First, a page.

Business Environment and Outlook

Economic and global financial market conditions can materially affect our financial performance. As described above, our principal sources of revenue are derived from activities in our Financial Advisory and Asset Management business segments. As our Financial Advisory revenues are for the most part dependent on the successful completion of merger, acquisition, restructuring, capital raising or similar transactions, and our Asset Management revenues are primarily driven by the levels of assets under management (“AUM”), weak economic and global financial market conditions can result in a challenging business environment for M&A and capital-raising activity as well as our Asset Management business, but may provide opportunities for our restructuring business.

Overall, equity market indices at December 31, 2012 increased in both the U.S., and outside the U.S., when compared to such indices at December 31, 2011, with periods of significant volatility during the year. On an industry-wide basis, during 2012 M&A activity generally decreased as compared to 2011. Restructuring volume also declined in 2012, as compared to 2011, despite an increase in the number of corporate defaults.

Entering 2013, interest rates remain low and corporate cash balances remain high. Global macroeconomic conditions appear to be improving but remain uncertain, especially with respect to Europe. The breadth of our businesses has mitigated the impact of the European financial crisis. Although completed European M&A activity declined in 2012 and moderately affected our Financial Advisory business, we believe other advisory opportunities, including opportunities for our Sovereign Advisory and Capital Raising businesses, have offset the slowdown. In our Asset Management business, most of LAM’s European clients are invested with LAM primarily outside of Europe. Those who are invested in Europe are invested primarily in European fixed income, which has not had a significant impact on our Asset Management business. Nonetheless, the business situation in Europe remains challenging.

 

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We intend to leverage our existing infrastructure to capitalize on any global macroeconomic recovery, any upturn in the M&A cycle, and any momentum in the global equity markets. We expect to generate revenue growth by remaining adequately staffed to capitalize on any macroeconomic recovery and deploying our intellectual capital to generate new revenue streams. We also remain focused on expense management and, in October 2012, announced a number of cost saving initiatives (the “cost saving initiatives”) relating to our operations. See “Cost Saving Initiatives” below and Note 16 of Notes to Consolidated Financial Statements.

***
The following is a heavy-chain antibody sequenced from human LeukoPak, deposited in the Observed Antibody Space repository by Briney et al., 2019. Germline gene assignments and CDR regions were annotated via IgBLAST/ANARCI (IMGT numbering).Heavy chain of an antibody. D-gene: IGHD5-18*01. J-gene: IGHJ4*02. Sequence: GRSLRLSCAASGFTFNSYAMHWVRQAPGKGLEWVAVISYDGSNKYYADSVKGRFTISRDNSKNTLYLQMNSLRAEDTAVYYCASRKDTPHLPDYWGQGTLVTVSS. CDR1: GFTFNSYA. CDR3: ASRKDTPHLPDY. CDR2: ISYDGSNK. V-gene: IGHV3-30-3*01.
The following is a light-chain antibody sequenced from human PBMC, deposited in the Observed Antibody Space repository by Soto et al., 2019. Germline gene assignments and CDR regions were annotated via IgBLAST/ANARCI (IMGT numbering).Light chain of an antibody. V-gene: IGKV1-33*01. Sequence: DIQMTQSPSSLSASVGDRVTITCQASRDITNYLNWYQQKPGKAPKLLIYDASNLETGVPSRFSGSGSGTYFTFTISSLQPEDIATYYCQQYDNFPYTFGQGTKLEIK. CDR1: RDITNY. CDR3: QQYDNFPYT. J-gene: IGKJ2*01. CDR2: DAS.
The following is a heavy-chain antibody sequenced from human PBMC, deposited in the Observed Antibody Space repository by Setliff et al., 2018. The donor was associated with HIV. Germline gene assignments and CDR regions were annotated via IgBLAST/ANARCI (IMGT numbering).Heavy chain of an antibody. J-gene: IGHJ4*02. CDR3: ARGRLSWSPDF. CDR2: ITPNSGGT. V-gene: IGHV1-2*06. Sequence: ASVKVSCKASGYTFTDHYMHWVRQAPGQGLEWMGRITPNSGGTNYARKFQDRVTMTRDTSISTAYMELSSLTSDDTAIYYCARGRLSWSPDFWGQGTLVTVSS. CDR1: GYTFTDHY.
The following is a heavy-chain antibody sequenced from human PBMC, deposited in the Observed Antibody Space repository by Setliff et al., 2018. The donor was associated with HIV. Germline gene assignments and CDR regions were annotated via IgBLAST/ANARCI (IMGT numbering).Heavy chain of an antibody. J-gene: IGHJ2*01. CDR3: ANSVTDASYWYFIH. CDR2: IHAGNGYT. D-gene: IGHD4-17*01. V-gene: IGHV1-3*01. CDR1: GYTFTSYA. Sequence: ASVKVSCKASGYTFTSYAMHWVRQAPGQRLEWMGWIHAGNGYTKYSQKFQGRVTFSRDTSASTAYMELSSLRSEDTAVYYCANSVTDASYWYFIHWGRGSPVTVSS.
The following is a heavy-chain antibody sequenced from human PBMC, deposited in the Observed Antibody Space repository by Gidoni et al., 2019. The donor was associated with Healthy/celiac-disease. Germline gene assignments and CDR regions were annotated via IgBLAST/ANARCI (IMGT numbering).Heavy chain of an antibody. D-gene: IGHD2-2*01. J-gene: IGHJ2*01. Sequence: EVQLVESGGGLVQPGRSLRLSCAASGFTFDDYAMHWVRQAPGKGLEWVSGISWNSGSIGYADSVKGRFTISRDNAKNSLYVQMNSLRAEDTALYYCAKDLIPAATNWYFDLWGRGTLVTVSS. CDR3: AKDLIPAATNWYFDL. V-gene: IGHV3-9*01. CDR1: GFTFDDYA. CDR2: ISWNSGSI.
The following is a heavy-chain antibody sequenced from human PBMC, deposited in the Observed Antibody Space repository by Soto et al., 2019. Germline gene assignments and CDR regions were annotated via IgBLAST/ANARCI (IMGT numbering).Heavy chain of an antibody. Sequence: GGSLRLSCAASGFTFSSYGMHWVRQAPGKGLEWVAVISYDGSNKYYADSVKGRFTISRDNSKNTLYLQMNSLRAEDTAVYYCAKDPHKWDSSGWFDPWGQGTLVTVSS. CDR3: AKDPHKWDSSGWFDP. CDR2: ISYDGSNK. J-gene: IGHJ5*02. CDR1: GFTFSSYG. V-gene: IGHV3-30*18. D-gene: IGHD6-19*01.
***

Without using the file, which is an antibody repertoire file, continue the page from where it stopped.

Our outlook with respect to our Financial Advisory and Asset Management businesses is described below.

 

  Financial Advisory – In the near- to mid-term, we expect that the U.S. macroeconomic environment likely will be the strongest of the developed economies. Certain legal decisions in the U.S. reinforce the importance of independent advice, and the global scale and breadth of our Financial Advisory business allows us to advise on large, complex cross-border transactions across a variety of industries. We continue to develop our range of advisory capabilities. In Europe, we believe our Sovereign Advisory, Restructuring and Capital Raising businesses have positive growth prospects. In addition, we believe our businesses throughout the emerging markets, Japan and Australia position us for growth in these markets, while strengthening and distinguishing our relationships with clients in developed economies. We recently integrated our Brazilian operations based in São Paulo. We also established the Lazard Africa initiative, to leverage our sovereign and corporate expertise in the rapidly growing region, for our clients in both developed and developing countries.